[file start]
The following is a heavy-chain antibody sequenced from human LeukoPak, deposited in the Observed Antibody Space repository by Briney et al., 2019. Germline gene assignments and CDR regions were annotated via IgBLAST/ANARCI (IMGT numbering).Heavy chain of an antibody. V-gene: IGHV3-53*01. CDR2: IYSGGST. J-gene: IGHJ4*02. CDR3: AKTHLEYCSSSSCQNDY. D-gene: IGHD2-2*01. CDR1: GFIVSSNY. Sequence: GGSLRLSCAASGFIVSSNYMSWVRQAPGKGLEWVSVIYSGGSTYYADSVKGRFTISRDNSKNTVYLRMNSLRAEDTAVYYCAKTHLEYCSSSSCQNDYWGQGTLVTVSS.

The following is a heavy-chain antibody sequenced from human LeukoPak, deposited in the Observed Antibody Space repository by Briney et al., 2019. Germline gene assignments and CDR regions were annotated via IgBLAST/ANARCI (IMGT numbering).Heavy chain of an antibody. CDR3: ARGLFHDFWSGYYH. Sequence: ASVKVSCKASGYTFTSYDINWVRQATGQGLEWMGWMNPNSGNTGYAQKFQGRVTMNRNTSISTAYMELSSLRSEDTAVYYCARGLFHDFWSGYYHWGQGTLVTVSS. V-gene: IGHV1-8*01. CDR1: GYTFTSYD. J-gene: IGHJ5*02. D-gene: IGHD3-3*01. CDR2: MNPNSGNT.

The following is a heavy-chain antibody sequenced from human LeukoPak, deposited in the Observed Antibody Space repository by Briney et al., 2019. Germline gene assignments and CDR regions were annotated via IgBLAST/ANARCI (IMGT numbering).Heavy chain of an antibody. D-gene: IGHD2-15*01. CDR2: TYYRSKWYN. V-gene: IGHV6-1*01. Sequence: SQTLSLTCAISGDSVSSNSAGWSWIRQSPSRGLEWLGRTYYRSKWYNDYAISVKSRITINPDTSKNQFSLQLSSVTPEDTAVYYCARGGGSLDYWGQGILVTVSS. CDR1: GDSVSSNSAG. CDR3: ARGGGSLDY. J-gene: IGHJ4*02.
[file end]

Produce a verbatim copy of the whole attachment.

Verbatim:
The following is a heavy-chain antibody sequenced from human LeukoPak, deposited in the Observed Antibody Space repository by Briney et al., 2019. Germline gene assignments and CDR regions were annotated via IgBLAST/ANARCI (IMGT numbering).Heavy chain of an antibody. V-gene: IGHV3-53*01. CDR2: IYSGGST. J-gene: IGHJ4*02. CDR3: AKTHLEYCSSSSCQNDY. D-gene: IGHD2-2*01. CDR1: GFIVSSNY. Sequence: GGSLRLSCAASGFIVSSNYMSWVRQAPGKGLEWVSVIYSGGSTYYADSVKGRFTISRDNSKNTVYLRMNSLRAEDTAVYYCAKTHLEYCSSSSCQNDYWGQGTLVTVSS.

The following is a heavy-chain antibody sequenced from human LeukoPak, deposited in the Observed Antibody Space repository by Briney et al., 2019. Germline gene assignments and CDR regions were annotated via IgBLAST/ANARCI (IMGT numbering).Heavy chain of an antibody. CDR3: ARGLFHDFWSGYYH. Sequence: ASVKVSCKASGYTFTSYDINWVRQATGQGLEWMGWMNPNSGNTGYAQKFQGRVTMNRNTSISTAYMELSSLRSEDTAVYYCARGLFHDFWSGYYHWGQGTLVTVSS. V-gene: IGHV1-8*01. CDR1: GYTFTSYD. J-gene: IGHJ5*02. D-gene: IGHD3-3*01. CDR2: MNPNSGNT.

The following is a heavy-chain antibody sequenced from human LeukoPak, deposited in the Observed Antibody Space repository by Briney et al., 2019. Germline gene assignments and CDR regions were annotated via IgBLAST/ANARCI (IMGT numbering).Heavy chain of an antibody. D-gene: IGHD2-15*01. CDR2: TYYRSKWYN. V-gene: IGHV6-1*01. Sequence: SQTLSLTCAISGDSVSSNSAGWSWIRQSPSRGLEWLGRTYYRSKWYNDYAISVKSRITINPDTSKNQFSLQLSSVTPEDTAVYYCARGGGSLDYWGQGILVTVSS. CDR1: GDSVSSNSAG. CDR3: ARGGGSLDY. J-gene: IGHJ4*02.